Re-watching the Classics: The Maltese Falcon

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The Maltese Falcon has a lot of firsts, firsts that would change film, film-noir, fiction and popular culture forever.  The Maltese Falcon is considered by some as the first true film-noir movie.  It is the first movie John Huston ever directed who went on to direct 46 more movies, many of them considered classics and he is considered one of the best directors in history.  This is Sydney Greenstreet’s first film, at 62 years old, he was a stage actor for 40 years before this film.  Greenstreet went on to make 24 more movies in his career, 9 more with co-star Peter Lorre.  This book on which it is based is written by Dashiell Hammett, who some consider the first writer of noir fiction, if he isn’t he certainly is one of the earliest influential writers and a master of the genre.  His work has not only influenced the noir genre greatly, but has popped up in western and samurai movies and films from all over the globe.  I read the book many years ago, and may re-read it and give it, its own review later.  I can tell you that the book is amazing as well.

The Maltese Falcon (1)

This movie has one glaring non-first, this is the third time this book has been adapted to the screen, the other two where rather lack luster attempts(I have not seen either of them).  The reason this one worked so well is John Huston wrote the script just as the book was written.  The previous attempts all had a happy ending, Huston left the original book ending in his version.

The Falcon itself may be the most famous MacGuffin in film history, it is definitely the most valuable.  There are 4 know Falcons and 2 are made of lead.  These lead versions have gone to auction and sold for well over a million dollars.  That is 3x what the original film cost to make.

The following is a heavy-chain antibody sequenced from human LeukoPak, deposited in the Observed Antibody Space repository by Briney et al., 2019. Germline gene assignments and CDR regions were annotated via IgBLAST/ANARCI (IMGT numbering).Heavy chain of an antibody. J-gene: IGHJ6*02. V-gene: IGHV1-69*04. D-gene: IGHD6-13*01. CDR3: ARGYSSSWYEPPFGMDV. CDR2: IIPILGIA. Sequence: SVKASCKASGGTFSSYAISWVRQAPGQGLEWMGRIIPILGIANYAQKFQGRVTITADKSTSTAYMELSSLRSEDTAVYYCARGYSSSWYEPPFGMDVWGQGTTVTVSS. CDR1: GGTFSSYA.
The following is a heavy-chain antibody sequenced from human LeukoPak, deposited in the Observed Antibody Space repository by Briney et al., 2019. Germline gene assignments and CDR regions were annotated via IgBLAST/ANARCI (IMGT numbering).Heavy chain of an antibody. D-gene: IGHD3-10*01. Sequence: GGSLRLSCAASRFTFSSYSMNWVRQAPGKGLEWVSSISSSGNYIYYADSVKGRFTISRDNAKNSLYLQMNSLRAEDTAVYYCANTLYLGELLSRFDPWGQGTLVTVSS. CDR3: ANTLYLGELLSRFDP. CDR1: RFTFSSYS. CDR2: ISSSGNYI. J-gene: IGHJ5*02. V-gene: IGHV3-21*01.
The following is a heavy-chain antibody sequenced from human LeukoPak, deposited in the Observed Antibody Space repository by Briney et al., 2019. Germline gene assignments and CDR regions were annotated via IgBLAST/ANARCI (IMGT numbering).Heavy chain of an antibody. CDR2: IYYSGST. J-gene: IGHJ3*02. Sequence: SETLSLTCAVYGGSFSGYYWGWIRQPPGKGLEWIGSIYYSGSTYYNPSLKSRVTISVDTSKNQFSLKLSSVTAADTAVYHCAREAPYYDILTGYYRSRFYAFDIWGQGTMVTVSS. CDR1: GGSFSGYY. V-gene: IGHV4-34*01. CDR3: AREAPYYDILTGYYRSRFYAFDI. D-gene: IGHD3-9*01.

We have a bunch of the common themes we will find in noir movies for the next 20 years to even today’s neo noir films.  We have the hardboiled private detective with the overcoat and fedora hat, has anybody done this better than Humphrey Bogart?  We have the femme fatale in Mary Astor.  We have an unhappy ending that maybe not what the audience wanted. We have twists and turns, sometimes us as a viewer are not sure what is going on, does our hero know what is going on?  Most of the film is from our hero’s prospective, we are learning as our hero learns. We also have some underling moral issues that are there but not spoken, do to the movie code of the time.  Is our hero having an affair with his partners wife?  Is one of our thugs actually a gay man?  Is our femme fatale using sex and lies to get what she wants?

Our story starts at Spade and Archer’s office.  Spade and Archer are partners and private detectives.  They take on a case where a man needs to be followed because he has taken our clients younger sister and will not let them see her.  When Archer is on the job, he is shot and killed.  This is where are hero Sam Spade takes over trying to find out who killed his partner and why.  Our adventure is with Spade, he is in every scene of this film, except the scene where his partner is murdered.  We don’t know who to believe and who to trust, just like Sam Spade.  If you haven’t seen The Maltese Falcon yet, do it right now!

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In film noir and noir fiction for that matter we have two writers, that are considered the best of the era.  Raymond Chandler and Dashiell Hammett.  The debt about who is best will live forever.  I’ve read both of them and can’t pick a winner myself.  I think the winner is us, as readers of this classic fiction.  One thing they have in common is Humphrey Bogart, the iconic star that played both Hammett’s Sam Spade and Chandler’s Marlowe.  Who is your favorite Bogie detective, Spade or Marlowe?

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